Best of Success!

 I agree with both Bob and Andrea.  Let me add this to the mix.  That equity you have in the current property, when you sell it, doesn't go away...it just goes into the next properties.  You won't lose it by selling...you just move its location.

Now this.  Right now that equity is generating 1000/month.  Bob laid out the financials on that so I won't repeat them...except to add this to it.  If you used your cash (150k) from the sale as a 20% DP on other properties, that would mean the property value would go from your current value of 285k to a little bit higher number...how about 750k.

Also, if you assume these other properties would be the same value as your current one (or close), with the same (or close) cash flow, you could have about 2.5 as many properties, and thus about 2.5 as much cash flow.

Let me also add that paying down the mortgages out of pocket is NOT in your best interest. you're now buying equity. Your tenants are already doing that for you for free...don't help them. Any money that comes out of your pocket is a cost to you. When you come out of pocket to pay down your mortgage, you are voluntarily paying more for your property, Don't do it.

Hello @Bob Okenwa and thank you for your perspective. I've heard a lot about how a 1031 can help you save money on taxes when you sell, but haven't done much research on the matter. I will definitely look into that. Your idea of flipping the $132,000ish profits into something bigger that will cashflow more is a very interesting option.

@Andrea Weule I think you meant to say you disagree with @Bob Okenwa and would rather hold the property unless an opportunity to supplement the cashflow through a second property in which case you would refi to supplement the lack of capital for a down payment. Correct? The only issue I see I would have with your scenario is that in my limited experience I have found the refi process to take too much time. If I don't have the funds readily available to me, it would hinder my ability to jump on a good deal when it presents itself.

Why try to snatch defeat from the jaws of victory?  You are obviously in a high growth, fast appreciating area and minting cash while you are at it.  This sounds like a "forever" keep.  Once it is paid-off, you will have a retirement annuity coming in.  Your kids will be able to take it with a stepped-up basis when you die and pay no tax on the appreciation.  Figure out some other way to generate cash for future deals.   You won.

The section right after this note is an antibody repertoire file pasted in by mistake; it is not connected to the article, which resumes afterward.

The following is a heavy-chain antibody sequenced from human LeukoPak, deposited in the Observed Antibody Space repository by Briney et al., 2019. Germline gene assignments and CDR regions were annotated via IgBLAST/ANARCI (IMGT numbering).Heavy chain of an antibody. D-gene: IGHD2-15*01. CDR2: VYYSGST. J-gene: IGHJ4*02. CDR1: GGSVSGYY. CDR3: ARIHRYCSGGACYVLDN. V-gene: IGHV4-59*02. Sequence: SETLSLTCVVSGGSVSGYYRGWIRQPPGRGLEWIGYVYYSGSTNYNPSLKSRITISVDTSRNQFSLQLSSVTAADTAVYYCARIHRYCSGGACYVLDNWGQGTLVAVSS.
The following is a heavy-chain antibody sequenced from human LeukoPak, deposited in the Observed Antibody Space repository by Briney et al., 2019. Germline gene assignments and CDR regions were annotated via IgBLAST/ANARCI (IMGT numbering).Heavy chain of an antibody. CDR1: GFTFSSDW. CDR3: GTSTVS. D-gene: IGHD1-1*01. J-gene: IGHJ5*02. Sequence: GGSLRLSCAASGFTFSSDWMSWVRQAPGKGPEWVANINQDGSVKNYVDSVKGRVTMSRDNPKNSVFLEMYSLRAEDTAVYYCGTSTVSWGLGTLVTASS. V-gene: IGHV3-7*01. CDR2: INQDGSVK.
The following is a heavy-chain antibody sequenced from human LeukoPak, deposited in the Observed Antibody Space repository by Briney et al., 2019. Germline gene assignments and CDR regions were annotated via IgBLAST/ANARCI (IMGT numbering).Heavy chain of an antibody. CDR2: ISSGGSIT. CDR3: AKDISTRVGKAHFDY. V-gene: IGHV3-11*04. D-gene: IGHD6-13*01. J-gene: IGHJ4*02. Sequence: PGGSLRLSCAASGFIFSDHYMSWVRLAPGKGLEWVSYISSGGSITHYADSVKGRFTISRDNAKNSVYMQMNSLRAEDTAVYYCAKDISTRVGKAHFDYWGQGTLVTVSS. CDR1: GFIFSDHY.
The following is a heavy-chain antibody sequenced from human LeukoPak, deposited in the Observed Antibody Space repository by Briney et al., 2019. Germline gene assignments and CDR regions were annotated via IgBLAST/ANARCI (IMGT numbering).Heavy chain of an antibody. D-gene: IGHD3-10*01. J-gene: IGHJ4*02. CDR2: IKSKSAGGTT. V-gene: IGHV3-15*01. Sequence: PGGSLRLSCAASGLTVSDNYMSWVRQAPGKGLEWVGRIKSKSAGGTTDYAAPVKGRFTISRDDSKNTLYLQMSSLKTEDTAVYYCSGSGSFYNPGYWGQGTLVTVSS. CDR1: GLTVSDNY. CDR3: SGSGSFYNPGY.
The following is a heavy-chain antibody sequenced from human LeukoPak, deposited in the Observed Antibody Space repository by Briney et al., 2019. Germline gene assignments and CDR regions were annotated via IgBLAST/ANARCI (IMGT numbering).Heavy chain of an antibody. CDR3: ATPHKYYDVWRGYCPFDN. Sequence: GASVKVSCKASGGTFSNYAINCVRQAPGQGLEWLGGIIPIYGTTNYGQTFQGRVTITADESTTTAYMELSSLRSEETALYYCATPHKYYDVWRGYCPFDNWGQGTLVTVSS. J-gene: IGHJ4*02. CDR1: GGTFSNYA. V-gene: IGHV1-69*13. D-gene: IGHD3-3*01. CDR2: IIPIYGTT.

@Joe Villeneuve It would be ideal to find something that cashflows  2.5 times as much, but its probably not ideal in this market. However, if I can cashflow the same or slightly better, while paying down my Property valued at $750 rather than the $285, that does sound much more enticing. 

I also hear you on the portion of paying down the mortgages. I only pay the mortgage on my primary residence out-of-pocket as it doesn't produce income. My tenants pay my mortgage at my rental property.

Not sure about your age/income/needs/goals, but from the perspective of a recently retired person in his mid-50's (mine), I focus on the amount of cash flow necessary to fund a happy retirement.  

I have no idea about your numbers, but it seems to me you will be cash flowing at least $18,000 from this property once the mortgage is paid off. You will also have a boatload of appreciation to tap through a HELOC if/when you need some emergency funds (or to fund a reverse mortgage). Say, you need $100,000 in today's dollars in retirement, you are about 20% of the way there with this property based solely on expected cash flow. If your number is $80,000 per year, you are 25% of the way home. Pretty darn good for one investment. Add in social security, 401(k) and other investments. How close are you?

Balance this against the risk of chasing better cash flow and potentially losing ground.

We each have our own risk profiles.  I am just sharing with you mine.

Good luck.